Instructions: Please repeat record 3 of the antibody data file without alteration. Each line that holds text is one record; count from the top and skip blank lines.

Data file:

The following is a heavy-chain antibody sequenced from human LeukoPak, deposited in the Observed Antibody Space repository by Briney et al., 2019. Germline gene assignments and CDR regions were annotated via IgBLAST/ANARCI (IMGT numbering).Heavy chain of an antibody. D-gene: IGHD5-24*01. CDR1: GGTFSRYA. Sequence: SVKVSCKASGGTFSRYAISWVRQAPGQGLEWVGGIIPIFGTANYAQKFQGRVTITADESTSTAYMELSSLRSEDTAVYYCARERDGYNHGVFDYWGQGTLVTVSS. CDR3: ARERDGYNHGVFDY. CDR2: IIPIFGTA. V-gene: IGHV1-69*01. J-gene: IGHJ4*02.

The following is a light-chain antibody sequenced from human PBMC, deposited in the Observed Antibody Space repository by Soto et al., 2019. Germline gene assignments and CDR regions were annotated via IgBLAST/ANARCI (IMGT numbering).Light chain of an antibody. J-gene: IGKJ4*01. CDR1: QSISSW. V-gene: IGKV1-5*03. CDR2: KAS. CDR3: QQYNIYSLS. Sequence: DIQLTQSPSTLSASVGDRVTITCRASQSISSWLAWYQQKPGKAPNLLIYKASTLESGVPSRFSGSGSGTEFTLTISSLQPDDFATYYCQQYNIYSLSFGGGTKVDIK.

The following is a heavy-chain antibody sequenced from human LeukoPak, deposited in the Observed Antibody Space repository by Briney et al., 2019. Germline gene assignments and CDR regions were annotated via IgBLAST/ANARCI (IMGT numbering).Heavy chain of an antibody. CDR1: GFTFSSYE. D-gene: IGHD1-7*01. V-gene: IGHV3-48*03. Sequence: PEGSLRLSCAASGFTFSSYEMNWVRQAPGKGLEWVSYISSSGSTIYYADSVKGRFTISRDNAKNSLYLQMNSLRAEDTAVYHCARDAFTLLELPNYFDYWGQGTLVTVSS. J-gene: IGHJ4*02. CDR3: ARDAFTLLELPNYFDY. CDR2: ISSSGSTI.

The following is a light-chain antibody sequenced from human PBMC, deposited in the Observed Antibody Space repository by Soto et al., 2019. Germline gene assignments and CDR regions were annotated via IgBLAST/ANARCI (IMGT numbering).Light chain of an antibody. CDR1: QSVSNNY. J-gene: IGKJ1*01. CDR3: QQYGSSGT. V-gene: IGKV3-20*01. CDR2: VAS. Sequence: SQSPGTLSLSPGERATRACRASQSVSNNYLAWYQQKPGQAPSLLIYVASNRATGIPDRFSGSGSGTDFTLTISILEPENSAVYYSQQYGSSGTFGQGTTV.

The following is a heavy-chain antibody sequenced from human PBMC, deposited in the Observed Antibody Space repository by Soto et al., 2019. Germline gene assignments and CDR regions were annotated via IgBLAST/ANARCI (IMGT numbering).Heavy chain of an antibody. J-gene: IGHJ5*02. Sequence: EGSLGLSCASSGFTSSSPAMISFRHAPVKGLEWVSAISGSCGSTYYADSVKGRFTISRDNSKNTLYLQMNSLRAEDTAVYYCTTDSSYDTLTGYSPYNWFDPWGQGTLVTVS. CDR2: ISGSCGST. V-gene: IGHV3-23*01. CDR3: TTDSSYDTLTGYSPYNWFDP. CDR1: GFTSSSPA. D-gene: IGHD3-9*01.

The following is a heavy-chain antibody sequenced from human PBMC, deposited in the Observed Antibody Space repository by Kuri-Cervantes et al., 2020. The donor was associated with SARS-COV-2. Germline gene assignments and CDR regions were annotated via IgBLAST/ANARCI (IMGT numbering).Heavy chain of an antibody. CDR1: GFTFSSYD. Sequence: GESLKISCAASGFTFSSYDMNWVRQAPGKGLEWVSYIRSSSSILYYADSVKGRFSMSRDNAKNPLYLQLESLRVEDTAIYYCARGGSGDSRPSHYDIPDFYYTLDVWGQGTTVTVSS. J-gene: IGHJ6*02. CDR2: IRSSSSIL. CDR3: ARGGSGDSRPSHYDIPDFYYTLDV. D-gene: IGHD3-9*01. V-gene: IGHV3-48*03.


The following is a heavy-chain antibody sequenced from human LeukoPak, deposited in the Observed Antibody Space repository by Briney et al., 2019. Germline gene assignments and CDR regions were annotated via IgBLAST/ANARCI (IMGT numbering).Heavy chain of an antibody. CDR1: GFTFSSYE. D-gene: IGHD1-7*01. V-gene: IGHV3-48*03. Sequence: PEGSLRLSCAASGFTFSSYEMNWVRQAPGKGLEWVSYISSSGSTIYYADSVKGRFTISRDNAKNSLYLQMNSLRAEDTAVYHCARDAFTLLELPNYFDYWGQGTLVTVSS. J-gene: IGHJ4*02. CDR3: ARDAFTLLELPNYFDY. CDR2: ISSSGSTI.